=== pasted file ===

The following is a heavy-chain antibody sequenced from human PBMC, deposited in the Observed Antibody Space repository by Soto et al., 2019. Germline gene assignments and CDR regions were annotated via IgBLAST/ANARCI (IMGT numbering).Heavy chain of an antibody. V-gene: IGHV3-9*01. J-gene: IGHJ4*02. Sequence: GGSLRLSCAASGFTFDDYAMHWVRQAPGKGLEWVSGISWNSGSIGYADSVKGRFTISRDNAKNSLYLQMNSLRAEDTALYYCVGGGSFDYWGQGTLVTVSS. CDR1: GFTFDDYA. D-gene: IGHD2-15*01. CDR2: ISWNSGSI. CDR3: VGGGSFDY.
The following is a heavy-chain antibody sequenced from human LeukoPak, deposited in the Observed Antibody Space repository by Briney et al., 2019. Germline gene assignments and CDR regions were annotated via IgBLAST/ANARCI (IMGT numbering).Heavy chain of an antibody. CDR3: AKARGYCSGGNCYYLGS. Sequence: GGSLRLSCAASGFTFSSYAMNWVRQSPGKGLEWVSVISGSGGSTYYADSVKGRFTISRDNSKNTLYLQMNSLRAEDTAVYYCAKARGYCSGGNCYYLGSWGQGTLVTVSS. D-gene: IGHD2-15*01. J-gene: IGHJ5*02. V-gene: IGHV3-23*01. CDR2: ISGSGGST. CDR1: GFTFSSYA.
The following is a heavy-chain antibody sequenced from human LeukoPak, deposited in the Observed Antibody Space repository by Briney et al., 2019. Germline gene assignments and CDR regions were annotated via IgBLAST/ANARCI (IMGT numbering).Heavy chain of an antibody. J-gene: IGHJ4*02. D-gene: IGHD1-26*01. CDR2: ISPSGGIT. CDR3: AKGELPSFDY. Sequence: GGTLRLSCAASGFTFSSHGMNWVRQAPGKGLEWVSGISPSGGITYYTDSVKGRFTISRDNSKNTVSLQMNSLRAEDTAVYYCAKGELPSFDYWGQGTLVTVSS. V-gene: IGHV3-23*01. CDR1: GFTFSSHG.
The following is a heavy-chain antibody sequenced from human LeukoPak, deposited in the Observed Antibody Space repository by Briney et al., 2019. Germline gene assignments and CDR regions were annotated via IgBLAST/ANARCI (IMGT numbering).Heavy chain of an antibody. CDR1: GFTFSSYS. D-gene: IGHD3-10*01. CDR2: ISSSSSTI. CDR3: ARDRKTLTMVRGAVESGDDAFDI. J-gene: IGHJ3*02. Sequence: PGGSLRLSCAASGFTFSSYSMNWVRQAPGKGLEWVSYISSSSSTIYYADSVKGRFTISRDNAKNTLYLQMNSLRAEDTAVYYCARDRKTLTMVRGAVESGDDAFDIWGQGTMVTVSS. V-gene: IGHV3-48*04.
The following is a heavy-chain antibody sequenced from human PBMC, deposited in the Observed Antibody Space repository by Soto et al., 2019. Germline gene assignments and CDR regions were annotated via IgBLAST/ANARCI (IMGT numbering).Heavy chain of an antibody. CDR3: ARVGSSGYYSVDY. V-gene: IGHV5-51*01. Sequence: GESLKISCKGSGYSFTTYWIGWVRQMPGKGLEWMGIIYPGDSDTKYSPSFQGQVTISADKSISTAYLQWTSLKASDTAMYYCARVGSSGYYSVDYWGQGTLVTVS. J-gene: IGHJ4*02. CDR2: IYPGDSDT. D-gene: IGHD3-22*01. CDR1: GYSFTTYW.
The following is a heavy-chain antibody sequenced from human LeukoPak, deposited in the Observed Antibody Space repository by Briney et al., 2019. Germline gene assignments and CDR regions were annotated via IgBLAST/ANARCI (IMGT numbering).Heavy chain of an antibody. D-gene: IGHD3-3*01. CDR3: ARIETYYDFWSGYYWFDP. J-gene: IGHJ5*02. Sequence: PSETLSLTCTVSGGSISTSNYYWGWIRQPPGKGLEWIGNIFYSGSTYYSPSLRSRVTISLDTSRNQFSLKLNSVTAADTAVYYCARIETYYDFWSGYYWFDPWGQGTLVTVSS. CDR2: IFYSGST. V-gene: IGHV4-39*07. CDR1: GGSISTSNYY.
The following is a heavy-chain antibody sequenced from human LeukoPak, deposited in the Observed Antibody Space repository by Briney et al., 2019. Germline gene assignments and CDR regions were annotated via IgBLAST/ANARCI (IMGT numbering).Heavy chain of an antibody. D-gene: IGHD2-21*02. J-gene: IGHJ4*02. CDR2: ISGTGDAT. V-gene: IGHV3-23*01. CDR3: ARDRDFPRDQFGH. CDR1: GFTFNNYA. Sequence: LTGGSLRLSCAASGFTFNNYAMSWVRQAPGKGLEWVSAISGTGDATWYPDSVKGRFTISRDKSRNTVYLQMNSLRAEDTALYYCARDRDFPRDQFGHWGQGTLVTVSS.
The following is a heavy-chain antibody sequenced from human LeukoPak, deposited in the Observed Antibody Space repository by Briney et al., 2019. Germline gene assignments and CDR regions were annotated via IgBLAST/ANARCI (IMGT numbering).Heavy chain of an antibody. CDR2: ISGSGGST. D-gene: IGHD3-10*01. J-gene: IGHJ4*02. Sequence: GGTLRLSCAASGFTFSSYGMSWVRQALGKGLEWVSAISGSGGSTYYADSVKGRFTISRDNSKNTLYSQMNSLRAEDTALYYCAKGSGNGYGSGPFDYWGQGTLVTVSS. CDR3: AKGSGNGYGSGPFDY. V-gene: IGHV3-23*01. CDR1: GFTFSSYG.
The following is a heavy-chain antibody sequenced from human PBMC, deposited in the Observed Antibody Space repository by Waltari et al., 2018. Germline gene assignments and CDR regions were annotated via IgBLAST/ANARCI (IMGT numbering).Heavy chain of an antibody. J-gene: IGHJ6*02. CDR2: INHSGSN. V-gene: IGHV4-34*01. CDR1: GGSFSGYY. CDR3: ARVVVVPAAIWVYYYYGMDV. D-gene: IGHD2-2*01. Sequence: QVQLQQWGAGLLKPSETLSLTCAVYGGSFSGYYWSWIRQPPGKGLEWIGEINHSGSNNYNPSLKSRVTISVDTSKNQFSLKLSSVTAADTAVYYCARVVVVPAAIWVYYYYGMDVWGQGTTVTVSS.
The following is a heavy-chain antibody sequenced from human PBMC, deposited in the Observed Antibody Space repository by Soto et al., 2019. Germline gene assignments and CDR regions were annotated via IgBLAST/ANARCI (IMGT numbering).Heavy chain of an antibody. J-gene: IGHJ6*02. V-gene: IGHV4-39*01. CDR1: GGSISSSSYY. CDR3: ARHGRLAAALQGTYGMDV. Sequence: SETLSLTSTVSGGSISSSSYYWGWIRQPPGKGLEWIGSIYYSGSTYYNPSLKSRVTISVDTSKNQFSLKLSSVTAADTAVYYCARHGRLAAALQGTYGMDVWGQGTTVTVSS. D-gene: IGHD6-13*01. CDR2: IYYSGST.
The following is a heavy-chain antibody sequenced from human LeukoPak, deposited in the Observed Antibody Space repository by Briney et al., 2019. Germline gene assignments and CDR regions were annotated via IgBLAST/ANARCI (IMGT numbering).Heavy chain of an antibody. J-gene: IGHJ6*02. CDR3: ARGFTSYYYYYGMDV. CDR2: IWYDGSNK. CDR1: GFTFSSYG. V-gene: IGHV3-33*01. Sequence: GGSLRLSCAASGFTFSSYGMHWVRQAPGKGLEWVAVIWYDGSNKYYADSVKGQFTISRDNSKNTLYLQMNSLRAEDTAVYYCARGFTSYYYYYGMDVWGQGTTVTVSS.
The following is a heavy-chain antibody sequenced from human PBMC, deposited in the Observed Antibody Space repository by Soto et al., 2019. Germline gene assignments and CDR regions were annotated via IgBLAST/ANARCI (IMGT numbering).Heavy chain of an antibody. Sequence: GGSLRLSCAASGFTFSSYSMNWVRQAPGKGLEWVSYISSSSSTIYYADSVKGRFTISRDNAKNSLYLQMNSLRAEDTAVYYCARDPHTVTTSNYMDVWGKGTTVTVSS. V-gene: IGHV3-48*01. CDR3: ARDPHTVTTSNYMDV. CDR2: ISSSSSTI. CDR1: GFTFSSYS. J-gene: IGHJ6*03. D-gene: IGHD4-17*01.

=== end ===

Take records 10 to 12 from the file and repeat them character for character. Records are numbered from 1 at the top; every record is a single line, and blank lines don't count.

The following is a heavy-chain antibody sequenced from human PBMC, deposited in the Observed Antibody Space repository by Soto et al., 2019. Germline gene assignments and CDR regions were annotated via IgBLAST/ANARCI (IMGT numbering).Heavy chain of an antibody. J-gene: IGHJ6*02. V-gene: IGHV4-39*01. CDR1: GGSISSSSYY. CDR3: ARHGRLAAALQGTYGMDV. Sequence: SETLSLTSTVSGGSISSSSYYWGWIRQPPGKGLEWIGSIYYSGSTYYNPSLKSRVTISVDTSKNQFSLKLSSVTAADTAVYYCARHGRLAAALQGTYGMDVWGQGTTVTVSS. D-gene: IGHD6-13*01. CDR2: IYYSGST.
The following is a heavy-chain antibody sequenced from human LeukoPak, deposited in the Observed Antibody Space repository by Briney et al., 2019. Germline gene assignments and CDR regions were annotated via IgBLAST/ANARCI (IMGT numbering).Heavy chain of an antibody. J-gene: IGHJ6*02. CDR3: ARGFTSYYYYYGMDV. CDR2: IWYDGSNK. CDR1: GFTFSSYG. V-gene: IGHV3-33*01. Sequence: GGSLRLSCAASGFTFSSYGMHWVRQAPGKGLEWVAVIWYDGSNKYYADSVKGQFTISRDNSKNTLYLQMNSLRAEDTAVYYCARGFTSYYYYYGMDVWGQGTTVTVSS.
The following is a heavy-chain antibody sequenced from human PBMC, deposited in the Observed Antibody Space repository by Soto et al., 2019. Germline gene assignments and CDR regions were annotated via IgBLAST/ANARCI (IMGT numbering).Heavy chain of an antibody. Sequence: GGSLRLSCAASGFTFSSYSMNWVRQAPGKGLEWVSYISSSSSTIYYADSVKGRFTISRDNAKNSLYLQMNSLRAEDTAVYYCARDPHTVTTSNYMDVWGKGTTVTVSS. V-gene: IGHV3-48*01. CDR3: ARDPHTVTTSNYMDV. CDR2: ISSSSSTI. CDR1: GFTFSSYS. J-gene: IGHJ6*03. D-gene: IGHD4-17*01.